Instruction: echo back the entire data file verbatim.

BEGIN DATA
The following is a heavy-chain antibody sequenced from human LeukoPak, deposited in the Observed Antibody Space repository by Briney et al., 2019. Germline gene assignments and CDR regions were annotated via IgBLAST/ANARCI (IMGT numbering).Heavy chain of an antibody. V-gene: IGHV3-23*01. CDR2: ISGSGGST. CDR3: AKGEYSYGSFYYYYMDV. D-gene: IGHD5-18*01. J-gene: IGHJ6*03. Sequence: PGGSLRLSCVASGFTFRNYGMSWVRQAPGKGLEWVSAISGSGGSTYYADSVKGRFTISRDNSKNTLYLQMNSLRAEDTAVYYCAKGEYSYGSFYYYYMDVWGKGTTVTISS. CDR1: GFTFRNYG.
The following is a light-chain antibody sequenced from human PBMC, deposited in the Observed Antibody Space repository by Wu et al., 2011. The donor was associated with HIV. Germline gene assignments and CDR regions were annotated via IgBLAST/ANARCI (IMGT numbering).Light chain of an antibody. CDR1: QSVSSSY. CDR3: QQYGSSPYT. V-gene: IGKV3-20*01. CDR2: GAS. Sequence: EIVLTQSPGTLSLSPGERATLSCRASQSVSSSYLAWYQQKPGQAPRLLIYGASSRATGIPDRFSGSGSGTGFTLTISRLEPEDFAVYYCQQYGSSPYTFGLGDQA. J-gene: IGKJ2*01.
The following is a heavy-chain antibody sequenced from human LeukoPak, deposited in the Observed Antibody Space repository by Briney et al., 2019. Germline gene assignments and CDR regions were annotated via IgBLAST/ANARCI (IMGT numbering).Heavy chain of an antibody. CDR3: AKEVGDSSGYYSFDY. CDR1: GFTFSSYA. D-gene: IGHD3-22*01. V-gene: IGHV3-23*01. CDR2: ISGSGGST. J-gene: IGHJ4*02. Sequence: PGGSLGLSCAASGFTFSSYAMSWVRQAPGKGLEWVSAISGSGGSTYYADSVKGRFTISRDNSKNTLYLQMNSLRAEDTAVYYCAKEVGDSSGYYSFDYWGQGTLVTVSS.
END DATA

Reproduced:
The following is a heavy-chain antibody sequenced from human LeukoPak, deposited in the Observed Antibody Space repository by Briney et al., 2019. Germline gene assignments and CDR regions were annotated via IgBLAST/ANARCI (IMGT numbering).Heavy chain of an antibody. V-gene: IGHV3-23*01. CDR2: ISGSGGST. CDR3: AKGEYSYGSFYYYYMDV. D-gene: IGHD5-18*01. J-gene: IGHJ6*03. Sequence: PGGSLRLSCVASGFTFRNYGMSWVRQAPGKGLEWVSAISGSGGSTYYADSVKGRFTISRDNSKNTLYLQMNSLRAEDTAVYYCAKGEYSYGSFYYYYMDVWGKGTTVTISS. CDR1: GFTFRNYG.
The following is a light-chain antibody sequenced from human PBMC, deposited in the Observed Antibody Space repository by Wu et al., 2011. The donor was associated with HIV. Germline gene assignments and CDR regions were annotated via IgBLAST/ANARCI (IMGT numbering).Light chain of an antibody. CDR1: QSVSSSY. CDR3: QQYGSSPYT. V-gene: IGKV3-20*01. CDR2: GAS. Sequence: EIVLTQSPGTLSLSPGERATLSCRASQSVSSSYLAWYQQKPGQAPRLLIYGASSRATGIPDRFSGSGSGTGFTLTISRLEPEDFAVYYCQQYGSSPYTFGLGDQA. J-gene: IGKJ2*01.
The following is a heavy-chain antibody sequenced from human LeukoPak, deposited in the Observed Antibody Space repository by Briney et al., 2019. Germline gene assignments and CDR regions were annotated via IgBLAST/ANARCI (IMGT numbering).Heavy chain of an antibody. CDR3: AKEVGDSSGYYSFDY. CDR1: GFTFSSYA. D-gene: IGHD3-22*01. V-gene: IGHV3-23*01. CDR2: ISGSGGST. J-gene: IGHJ4*02. Sequence: PGGSLGLSCAASGFTFSSYAMSWVRQAPGKGLEWVSAISGSGGSTYYADSVKGRFTISRDNSKNTLYLQMNSLRAEDTAVYYCAKEVGDSSGYYSFDYWGQGTLVTVSS.